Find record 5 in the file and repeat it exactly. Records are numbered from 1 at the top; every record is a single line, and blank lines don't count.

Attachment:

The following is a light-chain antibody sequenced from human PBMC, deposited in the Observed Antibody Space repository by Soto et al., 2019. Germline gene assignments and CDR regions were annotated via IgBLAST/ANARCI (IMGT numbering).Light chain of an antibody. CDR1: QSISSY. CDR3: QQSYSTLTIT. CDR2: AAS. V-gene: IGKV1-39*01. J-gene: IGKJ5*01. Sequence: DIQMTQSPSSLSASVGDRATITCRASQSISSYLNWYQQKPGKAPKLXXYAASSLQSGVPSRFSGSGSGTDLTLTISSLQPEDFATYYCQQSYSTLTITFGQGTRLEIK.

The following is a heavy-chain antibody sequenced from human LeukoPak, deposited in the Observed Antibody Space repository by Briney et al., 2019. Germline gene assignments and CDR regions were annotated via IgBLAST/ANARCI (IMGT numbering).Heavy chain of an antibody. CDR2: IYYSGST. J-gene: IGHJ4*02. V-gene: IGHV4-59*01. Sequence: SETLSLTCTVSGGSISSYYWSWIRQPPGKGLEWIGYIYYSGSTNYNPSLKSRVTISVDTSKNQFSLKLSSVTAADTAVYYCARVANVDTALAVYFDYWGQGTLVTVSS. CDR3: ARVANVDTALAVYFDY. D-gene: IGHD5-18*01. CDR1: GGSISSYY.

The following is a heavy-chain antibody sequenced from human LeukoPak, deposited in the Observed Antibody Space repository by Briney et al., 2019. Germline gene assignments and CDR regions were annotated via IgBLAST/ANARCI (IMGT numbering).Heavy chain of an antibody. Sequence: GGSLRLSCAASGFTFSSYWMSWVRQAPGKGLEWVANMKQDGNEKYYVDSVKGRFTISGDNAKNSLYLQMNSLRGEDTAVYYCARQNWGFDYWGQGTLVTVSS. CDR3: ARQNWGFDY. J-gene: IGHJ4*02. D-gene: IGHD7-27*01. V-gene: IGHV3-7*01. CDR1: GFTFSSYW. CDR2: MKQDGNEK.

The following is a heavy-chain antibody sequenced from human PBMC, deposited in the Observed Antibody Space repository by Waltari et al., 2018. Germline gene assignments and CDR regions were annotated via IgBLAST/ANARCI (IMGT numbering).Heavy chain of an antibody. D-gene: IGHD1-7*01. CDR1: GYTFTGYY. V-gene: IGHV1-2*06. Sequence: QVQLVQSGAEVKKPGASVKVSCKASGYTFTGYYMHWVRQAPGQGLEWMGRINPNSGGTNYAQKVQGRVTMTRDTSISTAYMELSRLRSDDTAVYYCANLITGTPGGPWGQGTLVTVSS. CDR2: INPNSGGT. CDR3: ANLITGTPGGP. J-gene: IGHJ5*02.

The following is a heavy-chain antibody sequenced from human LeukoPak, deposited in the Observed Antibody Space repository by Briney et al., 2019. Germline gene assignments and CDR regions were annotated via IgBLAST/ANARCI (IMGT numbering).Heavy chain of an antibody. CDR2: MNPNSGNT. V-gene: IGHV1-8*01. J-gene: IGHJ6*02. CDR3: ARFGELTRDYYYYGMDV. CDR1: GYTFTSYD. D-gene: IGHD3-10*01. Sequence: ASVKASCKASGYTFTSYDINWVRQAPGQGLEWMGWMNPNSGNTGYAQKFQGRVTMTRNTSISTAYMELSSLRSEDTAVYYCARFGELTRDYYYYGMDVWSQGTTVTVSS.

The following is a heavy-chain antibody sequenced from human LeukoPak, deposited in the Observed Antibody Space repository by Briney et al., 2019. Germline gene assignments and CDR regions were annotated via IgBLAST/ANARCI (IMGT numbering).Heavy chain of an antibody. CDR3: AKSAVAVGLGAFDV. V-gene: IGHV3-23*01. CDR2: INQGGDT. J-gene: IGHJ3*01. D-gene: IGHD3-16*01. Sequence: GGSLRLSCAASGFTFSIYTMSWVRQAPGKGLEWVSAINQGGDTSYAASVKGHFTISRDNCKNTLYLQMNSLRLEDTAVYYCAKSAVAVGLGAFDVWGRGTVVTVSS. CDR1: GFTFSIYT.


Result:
The following is a heavy-chain antibody sequenced from human LeukoPak, deposited in the Observed Antibody Space repository by Briney et al., 2019. Germline gene assignments and CDR regions were annotated via IgBLAST/ANARCI (IMGT numbering).Heavy chain of an antibody. CDR2: MNPNSGNT. V-gene: IGHV1-8*01. J-gene: IGHJ6*02. CDR3: ARFGELTRDYYYYGMDV. CDR1: GYTFTSYD. D-gene: IGHD3-10*01. Sequence: ASVKASCKASGYTFTSYDINWVRQAPGQGLEWMGWMNPNSGNTGYAQKFQGRVTMTRNTSISTAYMELSSLRSEDTAVYYCARFGELTRDYYYYGMDVWSQGTTVTVSS.